setfsgid - set group identity used for filesystem checks
int setfsgid(uid_t fsgid);
On Linux, a process has both a filesystem group ID and an effective group ID.
The (Linux-specific) filesystem group ID is used for permissions checking when
accessing filesystem objects, while the effective group ID is used for some
other kinds of permissions checks (see credentials(7)).
Normally, the value of the process's filesystem group ID is the
same as the value of its effective group ID. This is so, because whenever a
process's effective group ID is changed, the kernel also changes the
filesystem group ID to be the same as the new value of the effective group
ID. A process can cause the value of its filesystem group ID to diverge from
its effective group ID by using setfsgid() to change its filesystem
group ID to the value given in fsgid.
setfsgid() will succeed only if the caller is the superuser
or if fsgid matches either the caller's real group ID, effective
group ID, saved set-group-ID, or current the filesystem user ID.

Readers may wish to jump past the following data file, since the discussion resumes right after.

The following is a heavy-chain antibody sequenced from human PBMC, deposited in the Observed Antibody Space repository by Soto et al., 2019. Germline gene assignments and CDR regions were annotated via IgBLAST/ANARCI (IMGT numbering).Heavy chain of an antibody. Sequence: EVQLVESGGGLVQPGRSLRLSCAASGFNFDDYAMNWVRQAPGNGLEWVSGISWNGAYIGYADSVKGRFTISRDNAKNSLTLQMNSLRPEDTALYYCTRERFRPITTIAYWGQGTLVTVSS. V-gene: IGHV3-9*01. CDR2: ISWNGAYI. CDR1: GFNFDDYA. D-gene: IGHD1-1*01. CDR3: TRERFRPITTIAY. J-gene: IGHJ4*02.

On both success and failure, this call returns the previous filesystem group ID
of the caller.
This system call is present in Linux since version 1.2.
setfsgid() is Linux-specific and should not be used in programs intended
to be portable.
The filesystem group ID concept and the setfsgid() system call were
invented for historical reasons that are no longer applicable on modern Linux
kernels. See setfsuid(2) for a discussion of why the use of both
setfsuid(2) and setfsgid() is nowadays unneeded.
The original Linux setfsgid() system call supported only
16-bit group IDs. Subsequently, Linux 2.4 added setfsgid32()
supporting 32-bit IDs. The glibc setfsgid() wrapper function
transparently deals with the variation across kernel versions.
In glibc 2.15 and earlier, when the wrapper for this system call determines that
the argument can't be passed to the kernel without integer truncation (because
the kernel is old and does not support 32-bit group IDs), it will return -1
and set errno to EINVAL without attempting the system call.
No error indications of any kind are returned to the caller, and the fact that
both successful and unsuccessful calls return the same value makes it
impossible to directly determine whether the call succeeded or failed.
Instead, the caller must resort to looking at the return value from a further
call such as setfsgid(-1) (which will always fail), in order to
determine if a preceding call to setfsgid() changed the filesystem
group ID. At the very least, EPERM should be returned when the call
fails (because the caller lacks the CAP_SETGID capability).
This page is part of release 5.01 of the Linux man-pages project. A
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version of this page, can be found at https://www.kernel.org/doc/man-pages/.